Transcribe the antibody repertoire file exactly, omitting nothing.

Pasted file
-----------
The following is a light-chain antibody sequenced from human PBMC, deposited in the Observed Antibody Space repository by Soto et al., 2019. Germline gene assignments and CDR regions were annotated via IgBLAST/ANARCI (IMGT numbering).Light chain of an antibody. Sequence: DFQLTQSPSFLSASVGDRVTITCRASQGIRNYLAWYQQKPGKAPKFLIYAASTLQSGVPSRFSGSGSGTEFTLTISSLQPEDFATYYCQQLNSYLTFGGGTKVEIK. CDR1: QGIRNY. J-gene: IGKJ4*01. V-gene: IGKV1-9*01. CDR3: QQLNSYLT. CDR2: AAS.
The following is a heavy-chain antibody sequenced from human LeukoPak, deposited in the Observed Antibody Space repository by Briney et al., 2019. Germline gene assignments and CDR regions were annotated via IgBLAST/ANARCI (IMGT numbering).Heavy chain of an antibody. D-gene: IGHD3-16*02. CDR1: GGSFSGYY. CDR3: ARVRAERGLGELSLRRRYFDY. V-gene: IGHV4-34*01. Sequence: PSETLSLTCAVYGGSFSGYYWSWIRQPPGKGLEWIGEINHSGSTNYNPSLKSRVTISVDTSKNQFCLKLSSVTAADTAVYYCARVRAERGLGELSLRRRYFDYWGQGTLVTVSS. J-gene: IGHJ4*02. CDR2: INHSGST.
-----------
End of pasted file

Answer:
The following is a light-chain antibody sequenced from human PBMC, deposited in the Observed Antibody Space repository by Soto et al., 2019. Germline gene assignments and CDR regions were annotated via IgBLAST/ANARCI (IMGT numbering).Light chain of an antibody. Sequence: DFQLTQSPSFLSASVGDRVTITCRASQGIRNYLAWYQQKPGKAPKFLIYAASTLQSGVPSRFSGSGSGTEFTLTISSLQPEDFATYYCQQLNSYLTFGGGTKVEIK. CDR1: QGIRNY. J-gene: IGKJ4*01. V-gene: IGKV1-9*01. CDR3: QQLNSYLT. CDR2: AAS.
The following is a heavy-chain antibody sequenced from human LeukoPak, deposited in the Observed Antibody Space repository by Briney et al., 2019. Germline gene assignments and CDR regions were annotated via IgBLAST/ANARCI (IMGT numbering).Heavy chain of an antibody. D-gene: IGHD3-16*02. CDR1: GGSFSGYY. CDR3: ARVRAERGLGELSLRRRYFDY. V-gene: IGHV4-34*01. Sequence: PSETLSLTCAVYGGSFSGYYWSWIRQPPGKGLEWIGEINHSGSTNYNPSLKSRVTISVDTSKNQFCLKLSSVTAADTAVYYCARVRAERGLGELSLRRRYFDYWGQGTLVTVSS. J-gene: IGHJ4*02. CDR2: INHSGST.